WALLINGFORD — Town councilors will consider changes to an outdoor dining ordinance that could give them the power to approve or deny sidewalk seating for certain businesses.

Only restaurants interested in serving alcohol in an outdoor sidewalk dining space need to apply to the Town Council for permission, according to an ordinance passed in 2004. If the restaurant wants the outdoor dining space that takes up part of a public sidewalk but won’t serve alcohol, it doesn’t need to go before the council.

But a resident’s concern has caused the council to re-examine the ordinance, which it will do at a special Ordinance Committee meeting Thursday night.

According to Town Councilor Craig Fishbein, who co-chairs the Ordinance Committee with fellow Republican Vincent Cervoni, someone told him that an establishment was not complying with the regulations set out in the ordinance for its sidewalk patio. A closer look at the ordinance, Fishbein said, led him to see that it only covered restaurants serving alcohol, and the business in question was not. Neither councilor would reveal the name of the business that had been the source of complaint. “The way the ordinance is drafted, it can be construed to only apply to those establishments that sell alcohol — which is an issue,” Fishbein said. “I think the intent to a certain extent is public safety.” Fishbein said having outdoor spaces that don’t follow town guidelines for size can be a hazard for pedestrians.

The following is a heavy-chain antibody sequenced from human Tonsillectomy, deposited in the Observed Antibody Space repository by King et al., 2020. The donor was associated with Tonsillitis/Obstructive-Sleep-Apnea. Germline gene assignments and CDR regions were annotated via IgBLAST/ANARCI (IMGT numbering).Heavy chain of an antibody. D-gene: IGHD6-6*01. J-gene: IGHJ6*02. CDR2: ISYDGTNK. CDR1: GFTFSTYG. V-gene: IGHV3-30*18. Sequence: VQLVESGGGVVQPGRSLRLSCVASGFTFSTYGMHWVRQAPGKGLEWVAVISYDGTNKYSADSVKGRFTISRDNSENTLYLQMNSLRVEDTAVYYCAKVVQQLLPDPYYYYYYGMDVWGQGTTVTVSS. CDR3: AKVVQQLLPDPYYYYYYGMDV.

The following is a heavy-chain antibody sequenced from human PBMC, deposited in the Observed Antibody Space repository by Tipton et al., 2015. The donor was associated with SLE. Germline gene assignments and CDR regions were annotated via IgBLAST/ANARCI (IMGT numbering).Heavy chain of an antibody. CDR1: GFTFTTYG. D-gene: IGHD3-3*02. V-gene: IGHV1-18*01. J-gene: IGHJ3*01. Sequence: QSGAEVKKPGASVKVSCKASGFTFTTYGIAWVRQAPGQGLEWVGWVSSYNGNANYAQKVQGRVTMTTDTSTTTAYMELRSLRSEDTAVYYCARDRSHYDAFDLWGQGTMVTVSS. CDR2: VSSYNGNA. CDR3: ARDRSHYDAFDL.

“I’m not looking to restrain trade, but there’s ADA (Americans with Disabilities Act) requirements for sidewalks,” Fishbein said.

Several businesses downtown have outdoor seating, including Gaetano’s Tavern on Main, Archie Moore’s, Half Moon Coffee and Grill Cafe and Mr. D’s cafe and bakery, all on North Main Street.

Neither Half Moon nor Mr. D’s serves alcohol, though Half Moon does allow guests to bring their own alcohol. Both could be affected by an ordinance change that regulates outdoor seating for all businesses. Owners of those establishments could be reached by phone Tuesday.

Gaetano’s co-owner Debbie Pacileo said her business brought the issue up to the council years ago, when the restaurant wanted to serve alcohol in its sidewalk space. The request was approved. Today, she said, most summer nights the patio is completely booked.

“People love it; it’s so nice for the town, too,” Pacieleo said. “Uptown has really blossomed since this came into effect.”